At present, the Irish Prison Service (IPS) publishes statistics on prisoners’ nationality. However, this information does not give an accurate depiction of the ethnic, cultural, and religious landscape of the Irish prison population. It is imperative that data on the ethnicity and religion of the prison population be gathered and made publicly available in order for the State and non-State groups to respond effectively to the cultural and religious needs of such prisoners.
Most importantly, ethnic equality monitoring must be rolled out across penal data collection systems, inclusive of a standardised ethnic identifier (in line with the national census) and ethnicity should be recorded for all committals, based on human rights principles. Analysis of sentencing data revealed that sentencing differences occurred between foreign national and Irish nationals, and between those of White ethnicity and those of an ethnicity other than White, for certain offences.
The interviews with both minority ethnic and foreign national prisoners and professional stakeholders found that foreign national prisoners experienced significant challenges in areas such as language and communication barriers, limited or no contact with family and friends, access to services, respect for different religious backgrounds, and instances of racism or abuse on the grounds of ethnicity, and discrimination.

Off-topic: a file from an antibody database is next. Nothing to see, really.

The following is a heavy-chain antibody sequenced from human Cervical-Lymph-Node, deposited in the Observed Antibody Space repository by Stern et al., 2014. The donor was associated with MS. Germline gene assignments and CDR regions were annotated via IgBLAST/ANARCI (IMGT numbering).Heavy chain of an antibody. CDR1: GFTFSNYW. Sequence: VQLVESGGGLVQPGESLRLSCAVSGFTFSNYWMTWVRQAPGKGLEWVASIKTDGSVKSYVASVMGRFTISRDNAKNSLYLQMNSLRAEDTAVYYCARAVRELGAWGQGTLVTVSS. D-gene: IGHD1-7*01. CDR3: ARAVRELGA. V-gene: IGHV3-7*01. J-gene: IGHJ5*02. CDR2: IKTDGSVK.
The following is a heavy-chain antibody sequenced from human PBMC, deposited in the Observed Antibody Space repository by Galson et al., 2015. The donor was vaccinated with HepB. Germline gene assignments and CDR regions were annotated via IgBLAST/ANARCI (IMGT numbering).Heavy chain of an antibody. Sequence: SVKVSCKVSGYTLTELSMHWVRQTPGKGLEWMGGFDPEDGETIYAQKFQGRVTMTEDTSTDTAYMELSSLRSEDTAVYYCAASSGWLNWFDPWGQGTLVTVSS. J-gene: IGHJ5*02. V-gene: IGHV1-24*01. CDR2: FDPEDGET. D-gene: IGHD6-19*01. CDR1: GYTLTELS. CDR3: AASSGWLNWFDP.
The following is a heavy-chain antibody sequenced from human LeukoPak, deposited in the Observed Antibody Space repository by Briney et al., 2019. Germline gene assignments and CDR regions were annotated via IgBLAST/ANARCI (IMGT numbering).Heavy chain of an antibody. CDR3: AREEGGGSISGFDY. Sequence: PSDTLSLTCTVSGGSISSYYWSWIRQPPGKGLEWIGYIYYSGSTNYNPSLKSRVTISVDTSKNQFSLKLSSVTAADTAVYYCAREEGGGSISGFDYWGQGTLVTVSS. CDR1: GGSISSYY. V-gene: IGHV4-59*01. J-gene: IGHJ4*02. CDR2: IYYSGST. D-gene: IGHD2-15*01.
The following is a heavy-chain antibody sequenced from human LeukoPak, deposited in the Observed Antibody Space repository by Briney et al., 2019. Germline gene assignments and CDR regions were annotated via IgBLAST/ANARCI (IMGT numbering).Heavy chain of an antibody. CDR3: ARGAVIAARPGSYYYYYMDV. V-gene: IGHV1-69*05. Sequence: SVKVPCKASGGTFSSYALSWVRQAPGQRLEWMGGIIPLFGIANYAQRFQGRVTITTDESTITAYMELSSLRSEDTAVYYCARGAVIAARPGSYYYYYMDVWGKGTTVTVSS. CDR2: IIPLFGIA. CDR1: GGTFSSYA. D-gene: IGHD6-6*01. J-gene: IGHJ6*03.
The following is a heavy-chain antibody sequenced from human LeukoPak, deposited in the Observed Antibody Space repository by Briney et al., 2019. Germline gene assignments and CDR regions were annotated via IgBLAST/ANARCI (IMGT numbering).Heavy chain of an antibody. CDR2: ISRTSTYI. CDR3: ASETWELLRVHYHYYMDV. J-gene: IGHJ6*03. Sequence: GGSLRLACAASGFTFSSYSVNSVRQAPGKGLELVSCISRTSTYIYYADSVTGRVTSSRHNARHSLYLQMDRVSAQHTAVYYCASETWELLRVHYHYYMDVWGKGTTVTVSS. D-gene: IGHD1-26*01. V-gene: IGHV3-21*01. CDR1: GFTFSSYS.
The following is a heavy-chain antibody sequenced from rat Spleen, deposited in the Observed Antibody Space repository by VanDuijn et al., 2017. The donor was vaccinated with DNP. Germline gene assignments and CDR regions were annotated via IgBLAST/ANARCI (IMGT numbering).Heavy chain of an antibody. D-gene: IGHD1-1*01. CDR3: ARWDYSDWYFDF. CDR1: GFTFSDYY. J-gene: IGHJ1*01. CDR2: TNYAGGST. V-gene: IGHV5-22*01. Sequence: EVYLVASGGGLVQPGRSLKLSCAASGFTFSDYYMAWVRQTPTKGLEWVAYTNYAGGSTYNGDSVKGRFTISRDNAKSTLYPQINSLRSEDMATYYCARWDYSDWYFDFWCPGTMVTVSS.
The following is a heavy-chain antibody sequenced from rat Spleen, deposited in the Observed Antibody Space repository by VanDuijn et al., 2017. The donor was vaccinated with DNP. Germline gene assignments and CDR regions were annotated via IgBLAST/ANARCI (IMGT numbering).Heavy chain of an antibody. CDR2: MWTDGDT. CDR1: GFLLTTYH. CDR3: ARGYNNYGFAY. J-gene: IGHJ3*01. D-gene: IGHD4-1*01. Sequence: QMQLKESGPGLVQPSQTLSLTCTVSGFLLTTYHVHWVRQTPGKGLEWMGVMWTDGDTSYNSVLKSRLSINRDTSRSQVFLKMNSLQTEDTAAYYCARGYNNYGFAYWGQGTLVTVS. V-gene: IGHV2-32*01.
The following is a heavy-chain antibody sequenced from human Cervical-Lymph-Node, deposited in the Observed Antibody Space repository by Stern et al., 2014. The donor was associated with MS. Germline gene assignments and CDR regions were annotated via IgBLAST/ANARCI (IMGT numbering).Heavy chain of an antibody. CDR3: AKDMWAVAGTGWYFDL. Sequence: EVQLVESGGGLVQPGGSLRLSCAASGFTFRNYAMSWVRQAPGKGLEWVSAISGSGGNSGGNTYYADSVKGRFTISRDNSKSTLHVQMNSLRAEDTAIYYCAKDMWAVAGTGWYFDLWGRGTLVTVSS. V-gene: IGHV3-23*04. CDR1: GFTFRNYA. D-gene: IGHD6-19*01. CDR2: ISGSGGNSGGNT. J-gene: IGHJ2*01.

Many of these challenges have significant implications including but not limited to isolation, mental health, and self-harm, and place this cohort of prisoners in a particularly vulnerable position. The equality of treatment is inexorably linked to legitimacy in policy and practice. Thus, the imperative that people feel fair, decently and in this context, equally treated are brought into sharp relief.
Interviews with both prisoners and persons with experience of the Probation Service found that if their experiences with other parts of the criminal justice system have been negative then any representative of ‘the system’ such as a prison or probation officer, would be treated with suspicion. This has implications for willingness to access services both while in prison and upon release.